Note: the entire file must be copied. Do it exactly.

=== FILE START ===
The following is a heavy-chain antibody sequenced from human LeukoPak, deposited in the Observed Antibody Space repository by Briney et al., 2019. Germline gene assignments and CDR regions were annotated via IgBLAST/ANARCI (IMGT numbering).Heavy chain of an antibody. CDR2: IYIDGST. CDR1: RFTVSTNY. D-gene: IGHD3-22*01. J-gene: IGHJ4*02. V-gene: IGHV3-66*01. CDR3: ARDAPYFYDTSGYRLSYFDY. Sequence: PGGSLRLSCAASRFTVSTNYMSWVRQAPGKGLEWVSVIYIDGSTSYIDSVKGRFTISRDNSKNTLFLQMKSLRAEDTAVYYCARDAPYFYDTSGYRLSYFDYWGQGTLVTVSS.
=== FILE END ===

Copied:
The following is a heavy-chain antibody sequenced from human LeukoPak, deposited in the Observed Antibody Space repository by Briney et al., 2019. Germline gene assignments and CDR regions were annotated via IgBLAST/ANARCI (IMGT numbering).Heavy chain of an antibody. CDR2: IYIDGST. CDR1: RFTVSTNY. D-gene: IGHD3-22*01. J-gene: IGHJ4*02. V-gene: IGHV3-66*01. CDR3: ARDAPYFYDTSGYRLSYFDY. Sequence: PGGSLRLSCAASRFTVSTNYMSWVRQAPGKGLEWVSVIYIDGSTSYIDSVKGRFTISRDNSKNTLFLQMKSLRAEDTAVYYCARDAPYFYDTSGYRLSYFDYWGQGTLVTVSS.